Introduction: How I Came to Be a Photographer...


2002 | 2003 | 2004 | 2005 | 2006
2007 | 2008 | 2009 | 2010 | 2011

Retrospect on the Millennium: or, How Social Media in the Internet Age Revolutionized the Medium and Methodology of Photography in Ten Years...   


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Dedicated to Tobey Hancock, who first loaned me a digital camera.

Introduction: How I Came to Be a Photographer

The purpose of this project is to display one image for each month of the first decade (or so) of my personal photography. To some extent, it demonstrates my growth in the medium. On the other hand, I have deliberately chosen certain images, not for their strict technical merit, but because of what they evoke for me personally. So it is an unverbalized account of sorts, and implied memoir which I invite you to infer and adapt as you see fit. 

I have made a controlled decision to omit any of my professional portraiture from this collection. Though in one sense it was my field of focus, my work in weddings and engagements never drove my passion for the medium in the way these more commonplace images did, and still do. As well, I believe my portraiture should be evaluated separately. 


2002 — AGE 18

I acknowledge the many deficiencies of these early images. Some of those shown are among the first hundred (or even ten) that I shot. Arguably, it would be more pleasing for the viewer to begin at the latest work. But the point of my project is to follow development in taste and skill, and my moves during this time. 


California Dorm, CCBC

This was one of the first images I ever made on a digital camera, or any camera for that matter. There is nothing particularly striking about the corner of this building, I know, yet I vividly recall the feeling which struck me upon seeing, as if for the first time, these colors, shadows, and lines.

There is a straightforward magic to photography, unlike any other artform, in that somehow, simply drawing a box around something perfectly ordinary can reveal its beauty. Simply by excluding most of the scene, the novice can craft a satisfying image. From here, at this level of nearly accidental artistry, we are able to develop our aesthetic in ever-more intentional directions. Still, we should learn the lesson.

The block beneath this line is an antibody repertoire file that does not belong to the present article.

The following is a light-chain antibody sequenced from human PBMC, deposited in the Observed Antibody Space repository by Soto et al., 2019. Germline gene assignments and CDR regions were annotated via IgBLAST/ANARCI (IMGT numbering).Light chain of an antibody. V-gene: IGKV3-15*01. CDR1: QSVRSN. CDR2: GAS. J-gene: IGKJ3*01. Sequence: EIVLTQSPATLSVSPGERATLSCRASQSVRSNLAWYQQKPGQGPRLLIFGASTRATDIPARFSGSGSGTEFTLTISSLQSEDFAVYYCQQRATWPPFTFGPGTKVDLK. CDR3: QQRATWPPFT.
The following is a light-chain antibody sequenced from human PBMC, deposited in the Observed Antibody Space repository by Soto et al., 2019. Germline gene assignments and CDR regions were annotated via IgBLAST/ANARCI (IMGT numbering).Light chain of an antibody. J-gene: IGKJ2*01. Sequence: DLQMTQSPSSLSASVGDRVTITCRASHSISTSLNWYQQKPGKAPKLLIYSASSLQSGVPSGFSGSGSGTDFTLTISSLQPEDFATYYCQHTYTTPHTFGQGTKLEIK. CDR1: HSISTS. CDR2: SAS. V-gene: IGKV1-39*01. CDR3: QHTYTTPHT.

Often, artistic inspiration does not come from widening our vista, as we might expect, but in limiting our scope to behold the ever present grandeur of this world. The medium of photography is particularly suited to this end.

For the time, this degree of resolution in a macro image astounded me. Rather than drawing my attention to the technology, I found myself transported to a fresh appreciation of natural wonders.

Oceanside, CA

I remain impressed at the native ability of the CCD sensor in the Sony F-717 camera to render well-exposed and dynamic scenes. What the camera lacked in resolution, it accounted for in pleasing rendition.

Above Left: Probably the first monochrome image which I felt proud of.

Above Right: One of my first attempts at an environmental portrait, with my childhood friend, Lacey.

2003 — Age 19

Half of this year I lived in Newcastle, Australia. Another three months were spent on Catalina Island, off the coast of Los Angeles. All the while, I toted my Sony F-717. On one occasion, I was asked to photograph an absurdly vain young man who requested modeling shots. Standing waist-deep and focused on the dim electronic viewfinder, I was overtaken by a wave. The entire camera was soaked, and my feelings were sunk to the sea floor—that device was by far my most valuable possession, in more ways than one, and I was certain it was ruined.

For a few dollars, I purchased a small screw driver set from a nearby general store, laid out a towel on which to perform the surgery, and set to work disassembling the camera. My hope was to remove as much salt water as possible. The process took two hours and afterward the camera always rattled, but you can imagine my joy when the Sony logo glowed to life on the screen. I got another six months out of the camera with only minor issues, before giving it to a friend.

The days of the F-717 were numbered, salt bath or not. During my last trip to Catalina, I laid eyes on the brand new Canon 10D—a marvel for its time. A flush of insecurity came over me, familiar to all  photographers, when one realizes that “professionals” use detachable lenses. However serviceable, my all-in-one was demoted to a gizmo. It is tragic that we often see technology this way. The F-717 was a real gem.

Matt captured this shark just off the coast. Its nervous system was still reacting, so that its jaws would snap shut whenever we put a wooden spoon inside. There is nothing technically impressive about this image. Yet the aphorism rings true, making images that capture the attention is as much about seeing something inherently fascinating and getting a little closer, than about the artistic angle you might put on it.

Retrospect on the Digital Millennium